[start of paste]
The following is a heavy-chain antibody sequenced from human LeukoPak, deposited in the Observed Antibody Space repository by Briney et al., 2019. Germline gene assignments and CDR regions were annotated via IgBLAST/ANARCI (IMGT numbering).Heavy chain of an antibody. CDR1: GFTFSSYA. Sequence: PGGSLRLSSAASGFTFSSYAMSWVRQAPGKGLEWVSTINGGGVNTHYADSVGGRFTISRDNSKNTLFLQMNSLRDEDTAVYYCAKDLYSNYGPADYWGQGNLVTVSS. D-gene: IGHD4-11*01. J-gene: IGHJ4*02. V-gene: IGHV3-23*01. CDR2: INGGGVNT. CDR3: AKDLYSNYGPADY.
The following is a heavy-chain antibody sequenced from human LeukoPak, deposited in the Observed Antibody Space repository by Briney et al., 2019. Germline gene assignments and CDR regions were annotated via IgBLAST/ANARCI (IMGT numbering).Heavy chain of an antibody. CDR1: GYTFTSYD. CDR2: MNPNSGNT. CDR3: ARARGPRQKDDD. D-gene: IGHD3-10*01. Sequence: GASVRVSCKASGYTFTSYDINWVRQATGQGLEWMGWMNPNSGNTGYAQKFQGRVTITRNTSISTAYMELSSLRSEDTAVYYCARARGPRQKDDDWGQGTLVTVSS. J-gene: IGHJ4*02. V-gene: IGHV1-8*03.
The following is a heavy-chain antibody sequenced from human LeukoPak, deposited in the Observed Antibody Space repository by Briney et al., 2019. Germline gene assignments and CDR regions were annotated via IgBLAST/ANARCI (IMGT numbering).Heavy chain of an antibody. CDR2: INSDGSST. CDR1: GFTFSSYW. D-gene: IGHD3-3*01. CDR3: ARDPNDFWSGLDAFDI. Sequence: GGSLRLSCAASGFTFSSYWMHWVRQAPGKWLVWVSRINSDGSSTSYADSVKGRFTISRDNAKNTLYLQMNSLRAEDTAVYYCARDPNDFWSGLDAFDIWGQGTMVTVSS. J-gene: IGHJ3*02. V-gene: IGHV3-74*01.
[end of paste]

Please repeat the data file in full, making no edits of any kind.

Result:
The following is a heavy-chain antibody sequenced from human LeukoPak, deposited in the Observed Antibody Space repository by Briney et al., 2019. Germline gene assignments and CDR regions were annotated via IgBLAST/ANARCI (IMGT numbering).Heavy chain of an antibody. CDR1: GFTFSSYA. Sequence: PGGSLRLSSAASGFTFSSYAMSWVRQAPGKGLEWVSTINGGGVNTHYADSVGGRFTISRDNSKNTLFLQMNSLRDEDTAVYYCAKDLYSNYGPADYWGQGNLVTVSS. D-gene: IGHD4-11*01. J-gene: IGHJ4*02. V-gene: IGHV3-23*01. CDR2: INGGGVNT. CDR3: AKDLYSNYGPADY.
The following is a heavy-chain antibody sequenced from human LeukoPak, deposited in the Observed Antibody Space repository by Briney et al., 2019. Germline gene assignments and CDR regions were annotated via IgBLAST/ANARCI (IMGT numbering).Heavy chain of an antibody. CDR1: GYTFTSYD. CDR2: MNPNSGNT. CDR3: ARARGPRQKDDD. D-gene: IGHD3-10*01. Sequence: GASVRVSCKASGYTFTSYDINWVRQATGQGLEWMGWMNPNSGNTGYAQKFQGRVTITRNTSISTAYMELSSLRSEDTAVYYCARARGPRQKDDDWGQGTLVTVSS. J-gene: IGHJ4*02. V-gene: IGHV1-8*03.
The following is a heavy-chain antibody sequenced from human LeukoPak, deposited in the Observed Antibody Space repository by Briney et al., 2019. Germline gene assignments and CDR regions were annotated via IgBLAST/ANARCI (IMGT numbering).Heavy chain of an antibody. CDR2: INSDGSST. CDR1: GFTFSSYW. D-gene: IGHD3-3*01. CDR3: ARDPNDFWSGLDAFDI. Sequence: GGSLRLSCAASGFTFSSYWMHWVRQAPGKWLVWVSRINSDGSSTSYADSVKGRFTISRDNAKNTLYLQMNSLRAEDTAVYYCARDPNDFWSGLDAFDIWGQGTMVTVSS. J-gene: IGHJ3*02. V-gene: IGHV3-74*01.